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Types of Gasification Technologies
Gasification technologies can be categorized as being of three types:
- Fixed Bed Gasification,
- Fluidized Bed Gasification, and
- Novel Designs for Gasification.
Fixed Bed Gasification
Fixed Bed Gasification can be further categorized into the following:
- Downdraft Co-current Fixed Bed
- Updraft Co-current Fixed Bed
- Updraft Counter-current Fixed Bed
- Cross-draft fixed bed
- Open core fixed bed
Fluidized Bed Gasification
Novel Designs for Gasification
- Hydrothermal Gasification
- Supercritical Water Gasification
- Plasma Arc Gasification
- 2-Stage Gasifier
- Aqueous Phase Reforming
Feedstocks that can be used for gasification include
- Any organic material - Examples include agricultural wastes, hazardous organic wastes, and industrial wastes.
Products of gasification include:
- Intermediate products
- Main Products (Final products)
Advantages of Gasification
- The inhomogeneous biomass waste is converted into a homogenous gas with a considerably higher level of applicability. The product gas may, without any cleaning, be used for gas-fired steam boilers combined with steam turbines or for increased steam superheating (and consequently higher power efficiency) at e.g. municipal solid waste energy plants.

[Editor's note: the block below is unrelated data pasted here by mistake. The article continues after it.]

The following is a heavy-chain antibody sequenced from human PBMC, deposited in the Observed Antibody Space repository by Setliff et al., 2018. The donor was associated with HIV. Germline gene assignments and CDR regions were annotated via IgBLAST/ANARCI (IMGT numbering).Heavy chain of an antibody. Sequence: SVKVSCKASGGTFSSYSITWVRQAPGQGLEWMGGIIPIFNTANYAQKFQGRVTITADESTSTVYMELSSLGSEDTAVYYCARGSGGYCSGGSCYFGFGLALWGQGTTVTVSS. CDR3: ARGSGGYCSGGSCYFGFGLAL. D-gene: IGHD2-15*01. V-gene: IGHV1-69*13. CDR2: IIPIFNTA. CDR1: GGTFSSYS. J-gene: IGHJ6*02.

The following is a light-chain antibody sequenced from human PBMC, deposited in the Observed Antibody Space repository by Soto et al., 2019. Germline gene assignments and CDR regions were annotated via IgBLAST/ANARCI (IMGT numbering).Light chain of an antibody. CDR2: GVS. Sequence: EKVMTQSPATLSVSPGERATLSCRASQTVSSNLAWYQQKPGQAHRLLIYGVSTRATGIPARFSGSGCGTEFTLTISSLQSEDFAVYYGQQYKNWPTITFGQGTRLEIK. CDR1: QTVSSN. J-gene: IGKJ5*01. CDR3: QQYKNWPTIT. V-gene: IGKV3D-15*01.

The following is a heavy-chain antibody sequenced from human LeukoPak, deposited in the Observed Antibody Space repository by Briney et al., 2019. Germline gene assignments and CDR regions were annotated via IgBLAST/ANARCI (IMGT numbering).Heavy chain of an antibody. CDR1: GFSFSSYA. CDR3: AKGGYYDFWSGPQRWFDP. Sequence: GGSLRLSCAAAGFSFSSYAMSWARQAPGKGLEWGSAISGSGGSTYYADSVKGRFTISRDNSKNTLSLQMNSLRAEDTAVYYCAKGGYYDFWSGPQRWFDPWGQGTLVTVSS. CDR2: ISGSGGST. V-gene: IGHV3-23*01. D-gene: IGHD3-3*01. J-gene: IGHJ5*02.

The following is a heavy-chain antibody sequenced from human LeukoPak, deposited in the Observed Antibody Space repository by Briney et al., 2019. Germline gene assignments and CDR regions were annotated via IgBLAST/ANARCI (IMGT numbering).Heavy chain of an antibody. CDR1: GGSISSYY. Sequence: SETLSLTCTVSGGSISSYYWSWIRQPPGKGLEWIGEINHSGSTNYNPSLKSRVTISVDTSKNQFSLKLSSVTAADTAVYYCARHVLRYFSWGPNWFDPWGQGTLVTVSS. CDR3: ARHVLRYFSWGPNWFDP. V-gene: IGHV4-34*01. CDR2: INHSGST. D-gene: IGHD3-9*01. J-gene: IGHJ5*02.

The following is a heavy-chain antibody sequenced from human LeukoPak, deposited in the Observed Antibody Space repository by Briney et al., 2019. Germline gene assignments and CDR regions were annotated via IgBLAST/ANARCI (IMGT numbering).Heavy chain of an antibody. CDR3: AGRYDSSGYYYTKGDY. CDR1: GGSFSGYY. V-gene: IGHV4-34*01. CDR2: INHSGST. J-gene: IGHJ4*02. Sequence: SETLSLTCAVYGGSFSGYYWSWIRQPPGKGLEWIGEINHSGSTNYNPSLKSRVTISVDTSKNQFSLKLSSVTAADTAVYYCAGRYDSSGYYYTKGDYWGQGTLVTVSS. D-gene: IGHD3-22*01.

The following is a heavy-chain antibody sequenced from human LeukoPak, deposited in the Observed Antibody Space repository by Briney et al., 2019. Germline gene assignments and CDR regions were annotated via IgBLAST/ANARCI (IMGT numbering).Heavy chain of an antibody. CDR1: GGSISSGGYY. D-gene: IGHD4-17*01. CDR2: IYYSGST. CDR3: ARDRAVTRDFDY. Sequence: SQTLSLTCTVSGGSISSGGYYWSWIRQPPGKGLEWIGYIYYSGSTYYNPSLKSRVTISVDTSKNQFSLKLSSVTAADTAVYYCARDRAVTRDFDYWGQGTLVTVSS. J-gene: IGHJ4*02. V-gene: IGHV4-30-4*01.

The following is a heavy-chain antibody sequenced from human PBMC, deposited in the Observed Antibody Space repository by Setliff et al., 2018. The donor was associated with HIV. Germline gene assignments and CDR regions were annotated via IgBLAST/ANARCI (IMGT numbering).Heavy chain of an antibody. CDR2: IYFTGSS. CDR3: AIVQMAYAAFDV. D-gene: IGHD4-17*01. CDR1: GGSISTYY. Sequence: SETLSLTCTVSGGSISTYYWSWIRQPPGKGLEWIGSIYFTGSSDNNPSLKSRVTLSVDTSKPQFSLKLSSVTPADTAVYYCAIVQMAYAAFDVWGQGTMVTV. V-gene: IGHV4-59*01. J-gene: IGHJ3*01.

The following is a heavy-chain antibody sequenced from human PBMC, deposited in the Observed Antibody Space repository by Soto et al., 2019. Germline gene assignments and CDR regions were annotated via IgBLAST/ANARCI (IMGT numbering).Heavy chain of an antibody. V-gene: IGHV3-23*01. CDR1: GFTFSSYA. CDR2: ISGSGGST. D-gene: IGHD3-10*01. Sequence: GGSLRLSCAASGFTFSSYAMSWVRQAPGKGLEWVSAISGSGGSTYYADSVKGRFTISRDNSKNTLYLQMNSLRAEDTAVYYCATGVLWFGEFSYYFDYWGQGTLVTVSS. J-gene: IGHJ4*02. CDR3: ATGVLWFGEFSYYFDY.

- The product gas may, after a modest clean-up, be burned using low NOx gas burner technology in connection with indirectly fired power technologies (such as indirectly fired gas turbines and Stirling engines) with efficiencies exceeding 28%.
- After adequate clean-up the product gas may even be used for direct firing of gas turbines and gas engines (with a potential efficiency exceeding 32%), and in the future also for powering fuel cells (with efficiencies exceeding 40%).
- Integrated Gasification Combined Cycles can be arranged, producing: Electricity, Ammonia, Oil, Methane and Hydrogen for fuel cells
- Gasification is in widespread use throughout most of the world. The technology ranges from fully commercialized for certain feedstocks and technologies to scientific exploration for other feedstocks and more advanced technologies. The simplest -- the gasification of wood chips producing a gas that is combusted to generate heat -- a wood or a wood pellet stove, for example. The next step is to use the gas to produce steam to power a turbine. Then use the gas to power an internal combustion engine to produce electricity and thermal energy. Next, produce a synthetic gas taken through a catalytic process to produce an alcohol, a biofuel, hydrogen or other gases. Then take the produced syngas through fermentation proves to produce ethanol or other alcohols.